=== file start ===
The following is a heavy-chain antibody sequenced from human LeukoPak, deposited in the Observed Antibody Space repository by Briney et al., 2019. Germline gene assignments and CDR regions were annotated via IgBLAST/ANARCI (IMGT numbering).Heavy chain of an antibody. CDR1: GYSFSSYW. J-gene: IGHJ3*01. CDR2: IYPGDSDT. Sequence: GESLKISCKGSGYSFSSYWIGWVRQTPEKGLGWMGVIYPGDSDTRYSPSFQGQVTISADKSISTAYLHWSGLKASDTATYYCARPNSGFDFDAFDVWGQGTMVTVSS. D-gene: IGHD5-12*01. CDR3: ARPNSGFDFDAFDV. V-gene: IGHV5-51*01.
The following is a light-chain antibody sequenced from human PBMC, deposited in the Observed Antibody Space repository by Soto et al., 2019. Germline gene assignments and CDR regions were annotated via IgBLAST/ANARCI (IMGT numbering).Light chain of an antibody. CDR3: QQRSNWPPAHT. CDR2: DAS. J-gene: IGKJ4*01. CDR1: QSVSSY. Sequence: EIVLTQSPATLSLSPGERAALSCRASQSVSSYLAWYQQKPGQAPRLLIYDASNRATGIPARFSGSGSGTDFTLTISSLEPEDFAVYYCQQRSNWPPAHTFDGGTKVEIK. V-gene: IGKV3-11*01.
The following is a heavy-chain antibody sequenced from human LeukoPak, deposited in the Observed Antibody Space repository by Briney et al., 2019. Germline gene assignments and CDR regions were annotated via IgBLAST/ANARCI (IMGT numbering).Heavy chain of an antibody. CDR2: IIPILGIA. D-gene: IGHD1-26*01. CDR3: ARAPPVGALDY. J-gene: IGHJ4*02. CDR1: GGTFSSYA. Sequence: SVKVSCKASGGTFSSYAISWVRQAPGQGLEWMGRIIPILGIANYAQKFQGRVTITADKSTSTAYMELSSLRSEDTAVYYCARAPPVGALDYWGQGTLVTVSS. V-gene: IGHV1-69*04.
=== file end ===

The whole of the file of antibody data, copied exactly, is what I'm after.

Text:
The following is a heavy-chain antibody sequenced from human LeukoPak, deposited in the Observed Antibody Space repository by Briney et al., 2019. Germline gene assignments and CDR regions were annotated via IgBLAST/ANARCI (IMGT numbering).Heavy chain of an antibody. CDR1: GYSFSSYW. J-gene: IGHJ3*01. CDR2: IYPGDSDT. Sequence: GESLKISCKGSGYSFSSYWIGWVRQTPEKGLGWMGVIYPGDSDTRYSPSFQGQVTISADKSISTAYLHWSGLKASDTATYYCARPNSGFDFDAFDVWGQGTMVTVSS. D-gene: IGHD5-12*01. CDR3: ARPNSGFDFDAFDV. V-gene: IGHV5-51*01.
The following is a light-chain antibody sequenced from human PBMC, deposited in the Observed Antibody Space repository by Soto et al., 2019. Germline gene assignments and CDR regions were annotated via IgBLAST/ANARCI (IMGT numbering).Light chain of an antibody. CDR3: QQRSNWPPAHT. CDR2: DAS. J-gene: IGKJ4*01. CDR1: QSVSSY. Sequence: EIVLTQSPATLSLSPGERAALSCRASQSVSSYLAWYQQKPGQAPRLLIYDASNRATGIPARFSGSGSGTDFTLTISSLEPEDFAVYYCQQRSNWPPAHTFDGGTKVEIK. V-gene: IGKV3-11*01.
The following is a heavy-chain antibody sequenced from human LeukoPak, deposited in the Observed Antibody Space repository by Briney et al., 2019. Germline gene assignments and CDR regions were annotated via IgBLAST/ANARCI (IMGT numbering).Heavy chain of an antibody. CDR2: IIPILGIA. D-gene: IGHD1-26*01. CDR3: ARAPPVGALDY. J-gene: IGHJ4*02. CDR1: GGTFSSYA. Sequence: SVKVSCKASGGTFSSYAISWVRQAPGQGLEWMGRIIPILGIANYAQKFQGRVTITADKSTSTAYMELSSLRSEDTAVYYCARAPPVGALDYWGQGTLVTVSS. V-gene: IGHV1-69*04.